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The weather forecast model output is available as NetCDF files on https://thredds.met.no/thredds/metno.html and the files follow the NetCDF/CF conventions. This page also documents how to navigate and access the data archived here. This page also documents how to access subsets of these files (to not have to download multiple GB of data)
Note also, that all communication to the thredds-server at Met requires a HTTPS connection, any HTTP-request reply with http error code 410: (410 Gone).
When accesing the Weather Forecasts directory, the following screen greets you:
The 3 datasets covered in this documentation (MEPS, Arome Arctic and MET post-processed products) all have a latest and an archive folder. In the latest folder you find all the most recent forecasts and analysis. The archive folders are structured hierarchically by year, month and day of the month. The content of the latest and archive catalogues per dataset are described here:
MET AROME Arctic: latest and archive
MET post-processed products: latest and archive
Following are some examples of how to access the files from the thredds-server using the OPeNDAP-protocol2, python or Fimex. There is also an option to download using a HTTPS-Server, though this is not adviced due to the file sizes involved.
When clicking on a file in thredds, you get the following page:
If you click on the opendap link (in the red square), the OPeNDAP dataset access forms opens for that particular file. In this interface you can select the variables you want to download. In the example below we are only selected the x variable. In the field you can then fill out which subset of the variable you want to have in the format: start:step:end.
It updates the URL at in the Data URL field, which you can then use to access the subset of the data.
Some python examples how to access the files are found in: Examples.
The WMO has approved the GRIB-format for efficiently transmitting meteorological gridded data, so this is one of the preferred formats for exchanging data between meteorological services. GRIB has been around for some 35 years - since before the Internet and the PC was invented - with minimal changes to the format.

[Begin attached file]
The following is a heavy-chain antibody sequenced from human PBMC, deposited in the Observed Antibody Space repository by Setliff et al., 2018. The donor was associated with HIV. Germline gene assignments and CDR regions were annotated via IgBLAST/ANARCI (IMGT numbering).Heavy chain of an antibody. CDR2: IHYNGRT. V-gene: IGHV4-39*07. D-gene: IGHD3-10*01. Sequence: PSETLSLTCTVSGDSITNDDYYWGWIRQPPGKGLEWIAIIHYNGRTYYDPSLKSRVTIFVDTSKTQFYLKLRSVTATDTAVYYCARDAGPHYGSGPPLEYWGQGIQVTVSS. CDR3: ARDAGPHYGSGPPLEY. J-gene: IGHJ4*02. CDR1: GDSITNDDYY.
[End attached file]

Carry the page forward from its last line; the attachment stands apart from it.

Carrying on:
Being able to read GRIB data yourself, gives you the capacity to access gridded meteorological information from the weather services on the lowest possible level. This can be an advantage if you are looking for a reliable starting point for your data processing chain, which you plan to run with as little interruption as possible for the next decades to come.
Some basic receipts for installing and running the Fimex software for reading and interpolation GRIB2 files on Ubuntu are readily available here.
When setting up scripts for automatically fetch the latest available model output, we recommend parsing the catalogue.xml, not the html file. This will make it easy to discover when a new entry is added which can be accessed. Example: https://thredds.met.no/thredds/catalog/aromearcticlatest/latest/catalog.xml
Commonly used tools for viewing and manipulating NetCDF files.
Ncdump: Command line tool.
NCO: NCO contains a set of command-line tools to manipulate NetCDF files, such as: renaming or removing variables and dimensions; extracting subsets; averaging across dimensions; manipulating attributes.
Ncview: Ncview is used to view NetCDF files graphically.
Fimex: Fimex is a the File Interpolation, Manipulation and EXtraction library for gridded geospatial data.
Gridpp: Gridpp is the gridded post-processor. It includes methods for downscaling grids and bias-correcting fields.
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